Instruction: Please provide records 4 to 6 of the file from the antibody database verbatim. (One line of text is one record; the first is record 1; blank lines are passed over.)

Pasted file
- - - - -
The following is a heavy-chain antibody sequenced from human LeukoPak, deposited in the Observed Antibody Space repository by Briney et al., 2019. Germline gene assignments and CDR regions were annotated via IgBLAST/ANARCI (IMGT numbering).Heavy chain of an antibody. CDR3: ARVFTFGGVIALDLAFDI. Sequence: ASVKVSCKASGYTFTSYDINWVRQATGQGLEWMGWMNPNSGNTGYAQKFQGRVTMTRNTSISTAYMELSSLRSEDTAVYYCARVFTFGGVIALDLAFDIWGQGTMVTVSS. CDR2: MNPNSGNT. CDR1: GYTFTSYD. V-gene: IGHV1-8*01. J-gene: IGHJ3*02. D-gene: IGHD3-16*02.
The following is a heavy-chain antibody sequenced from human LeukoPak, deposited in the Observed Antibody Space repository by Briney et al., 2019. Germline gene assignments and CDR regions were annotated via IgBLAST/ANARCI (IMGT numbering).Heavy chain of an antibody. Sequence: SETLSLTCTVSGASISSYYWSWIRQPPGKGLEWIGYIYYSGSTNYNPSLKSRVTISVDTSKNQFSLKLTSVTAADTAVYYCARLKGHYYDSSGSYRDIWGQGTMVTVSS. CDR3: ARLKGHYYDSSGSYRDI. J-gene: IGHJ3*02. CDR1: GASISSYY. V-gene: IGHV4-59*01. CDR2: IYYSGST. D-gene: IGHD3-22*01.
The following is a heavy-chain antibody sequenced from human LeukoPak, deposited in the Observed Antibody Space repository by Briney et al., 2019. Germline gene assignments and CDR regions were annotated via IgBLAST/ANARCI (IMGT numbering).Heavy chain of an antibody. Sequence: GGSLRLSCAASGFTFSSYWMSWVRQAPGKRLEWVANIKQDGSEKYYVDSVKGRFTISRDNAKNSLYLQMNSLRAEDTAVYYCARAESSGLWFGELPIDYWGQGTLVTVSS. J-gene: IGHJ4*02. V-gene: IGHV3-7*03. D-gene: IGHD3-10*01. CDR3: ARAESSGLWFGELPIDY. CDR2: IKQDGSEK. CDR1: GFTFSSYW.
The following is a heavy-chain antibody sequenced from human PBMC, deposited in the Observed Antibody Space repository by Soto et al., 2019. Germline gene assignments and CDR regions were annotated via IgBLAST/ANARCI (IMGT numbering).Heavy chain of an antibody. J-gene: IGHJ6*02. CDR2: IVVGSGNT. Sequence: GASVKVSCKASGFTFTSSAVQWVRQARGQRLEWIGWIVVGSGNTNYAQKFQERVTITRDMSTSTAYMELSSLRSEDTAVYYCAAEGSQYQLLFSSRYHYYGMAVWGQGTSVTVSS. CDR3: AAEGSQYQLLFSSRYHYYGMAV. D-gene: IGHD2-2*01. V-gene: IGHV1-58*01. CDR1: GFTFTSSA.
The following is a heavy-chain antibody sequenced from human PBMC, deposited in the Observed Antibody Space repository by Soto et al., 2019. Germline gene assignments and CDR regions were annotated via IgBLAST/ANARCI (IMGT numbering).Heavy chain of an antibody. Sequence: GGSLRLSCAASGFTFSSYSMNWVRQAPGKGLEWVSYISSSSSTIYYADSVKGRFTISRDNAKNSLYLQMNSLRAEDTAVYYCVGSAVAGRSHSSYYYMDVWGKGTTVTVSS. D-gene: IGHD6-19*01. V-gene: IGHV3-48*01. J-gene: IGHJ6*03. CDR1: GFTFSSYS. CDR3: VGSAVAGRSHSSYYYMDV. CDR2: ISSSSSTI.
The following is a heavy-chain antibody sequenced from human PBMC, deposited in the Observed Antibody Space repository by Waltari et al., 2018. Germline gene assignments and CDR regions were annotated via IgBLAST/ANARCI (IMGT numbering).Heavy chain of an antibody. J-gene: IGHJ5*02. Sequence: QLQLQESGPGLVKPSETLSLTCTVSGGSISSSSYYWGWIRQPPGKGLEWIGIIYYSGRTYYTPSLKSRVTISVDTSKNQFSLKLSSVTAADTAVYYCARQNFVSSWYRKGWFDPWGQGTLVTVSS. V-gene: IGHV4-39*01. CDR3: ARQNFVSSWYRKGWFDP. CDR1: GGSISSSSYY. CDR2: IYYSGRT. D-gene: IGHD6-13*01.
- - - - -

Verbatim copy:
The following is a heavy-chain antibody sequenced from human PBMC, deposited in the Observed Antibody Space repository by Soto et al., 2019. Germline gene assignments and CDR regions were annotated via IgBLAST/ANARCI (IMGT numbering).Heavy chain of an antibody. J-gene: IGHJ6*02. CDR2: IVVGSGNT. Sequence: GASVKVSCKASGFTFTSSAVQWVRQARGQRLEWIGWIVVGSGNTNYAQKFQERVTITRDMSTSTAYMELSSLRSEDTAVYYCAAEGSQYQLLFSSRYHYYGMAVWGQGTSVTVSS. CDR3: AAEGSQYQLLFSSRYHYYGMAV. D-gene: IGHD2-2*01. V-gene: IGHV1-58*01. CDR1: GFTFTSSA.
The following is a heavy-chain antibody sequenced from human PBMC, deposited in the Observed Antibody Space repository by Soto et al., 2019. Germline gene assignments and CDR regions were annotated via IgBLAST/ANARCI (IMGT numbering).Heavy chain of an antibody. Sequence: GGSLRLSCAASGFTFSSYSMNWVRQAPGKGLEWVSYISSSSSTIYYADSVKGRFTISRDNAKNSLYLQMNSLRAEDTAVYYCVGSAVAGRSHSSYYYMDVWGKGTTVTVSS. D-gene: IGHD6-19*01. V-gene: IGHV3-48*01. J-gene: IGHJ6*03. CDR1: GFTFSSYS. CDR3: VGSAVAGRSHSSYYYMDV. CDR2: ISSSSSTI.
The following is a heavy-chain antibody sequenced from human PBMC, deposited in the Observed Antibody Space repository by Waltari et al., 2018. Germline gene assignments and CDR regions were annotated via IgBLAST/ANARCI (IMGT numbering).Heavy chain of an antibody. J-gene: IGHJ5*02. Sequence: QLQLQESGPGLVKPSETLSLTCTVSGGSISSSSYYWGWIRQPPGKGLEWIGIIYYSGRTYYTPSLKSRVTISVDTSKNQFSLKLSSVTAADTAVYYCARQNFVSSWYRKGWFDPWGQGTLVTVSS. V-gene: IGHV4-39*01. CDR3: ARQNFVSSWYRKGWFDP. CDR1: GGSISSSSYY. CDR2: IYYSGRT. D-gene: IGHD6-13*01.